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  • Rpn453 Rpn453 on Mar 02, 2013

    "The problem is not the diesel engines on sale now, but the pre-filter era diesels. Current Euro 5 standards for diesel engines are exceedingly tough, and PSA already has diesel powered models capable of emitting a Prius-like 100 grams of CO2 per km. PSA’s aggregate CO2 emissions level for its fleet of cars is already the lowest in Europe . . ." CO2 emissions are irrelevant. What is the difference in particulate emissions?

    • Big Al from Oz Big Al from Oz on Mar 02, 2013

      @rpn453 The link below is a working document by our government (Finance Dept) on the implementation of Euro V & VI, it's could be deemed boring. But you seem to be correct in assuming the problem is caused by older diesels, we have the same problem. But what I found amazing is that it appears this is a money grab by Hollande. In Sydney only 12% of particulates can be attributed to human activity, the rest comes from nature. It might be worth finding out what the "natural" particulate count is for Paris. But it did state that ultra fine particulates are higher near heavily trafficated roads, it didn't give an indication of the increase. Also the acceptable/mandated particulate count for Euro V & VI (extremely low) is the same. The biggest change is in NOx. Also, I find it amazing that the US is paying alot for their Add Blu systems. Our finance department figured to move from Euro IV to Euro V would add an additional $630.00 per vehicle and to move from Euro V to Euro VI will add another $87.00 (that's AUD) http://ris.finance.gov.au/files/2011/07/02-RIS-Euro-5-6.pdf

  • Big Al from Oz Big Al from Oz on Mar 02, 2013

    @rpn453 This got me thinking, I do realise diesels emit particulates. In Melbourne the particulate count is higher than Sydney due to human activity. Now Melbourne has significantly less rainfall than Sydney. How many particulates are "natural dust" and are lifted by traffic? A similar senario for Paris, except Paris is very developed with little open space (greenery) compared to an Australian city for the particulates to leech back into the ground. More traffic equals more particulates even if they didn't originate from a vehicle.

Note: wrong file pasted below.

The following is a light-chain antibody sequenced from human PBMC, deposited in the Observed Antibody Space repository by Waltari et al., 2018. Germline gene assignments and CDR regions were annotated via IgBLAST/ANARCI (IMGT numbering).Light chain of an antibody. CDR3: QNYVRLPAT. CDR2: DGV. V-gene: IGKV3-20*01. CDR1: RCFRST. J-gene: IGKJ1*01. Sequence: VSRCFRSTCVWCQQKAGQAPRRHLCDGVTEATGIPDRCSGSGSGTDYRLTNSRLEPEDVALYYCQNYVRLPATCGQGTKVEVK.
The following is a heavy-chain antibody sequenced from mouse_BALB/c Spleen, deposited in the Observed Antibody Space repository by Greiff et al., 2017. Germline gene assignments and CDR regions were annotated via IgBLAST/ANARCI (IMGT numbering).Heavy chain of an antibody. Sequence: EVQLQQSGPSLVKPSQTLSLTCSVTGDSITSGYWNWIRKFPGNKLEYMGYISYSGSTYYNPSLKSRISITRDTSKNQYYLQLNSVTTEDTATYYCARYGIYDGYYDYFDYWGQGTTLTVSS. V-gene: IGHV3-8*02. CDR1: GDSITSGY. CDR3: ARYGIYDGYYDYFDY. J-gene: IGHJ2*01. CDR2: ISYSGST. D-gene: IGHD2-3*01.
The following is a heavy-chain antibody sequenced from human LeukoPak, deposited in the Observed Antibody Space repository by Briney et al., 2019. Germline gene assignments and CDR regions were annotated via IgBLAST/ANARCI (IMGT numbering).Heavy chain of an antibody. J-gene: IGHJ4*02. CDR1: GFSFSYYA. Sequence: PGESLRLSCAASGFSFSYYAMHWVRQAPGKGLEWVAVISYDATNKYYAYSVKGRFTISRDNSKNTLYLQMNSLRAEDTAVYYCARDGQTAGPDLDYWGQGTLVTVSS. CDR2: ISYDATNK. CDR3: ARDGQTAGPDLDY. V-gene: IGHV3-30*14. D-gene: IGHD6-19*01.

• Kcflyer The solution is harsh punishment, long prison terms, for car thieves. I suggest two weeks for first offense (unless they run from the cops or commit other offenses. Second offense, thirty years hard labor. That should do it.
  • Oberkanone Installing immobilizer is the answer. It's not hard. It's not expensive.
  • MrIcky Out of the possible Jeep recalls to bring up on this site, I'm surprised it's this one and not round 2 of the clutch recall.
  • Dukeisduke I saw a well-preserved Mark VII LSC on the road not too long ago, and I had to do a double-take. They still have a presence. Back when these were new, a cousin of mine owned an LSC with the BMW turbo diesel.
  • Dukeisduke I imagine that stud was added during the design process for something, and someone further along the process forgot to delete it after it became unnecessary.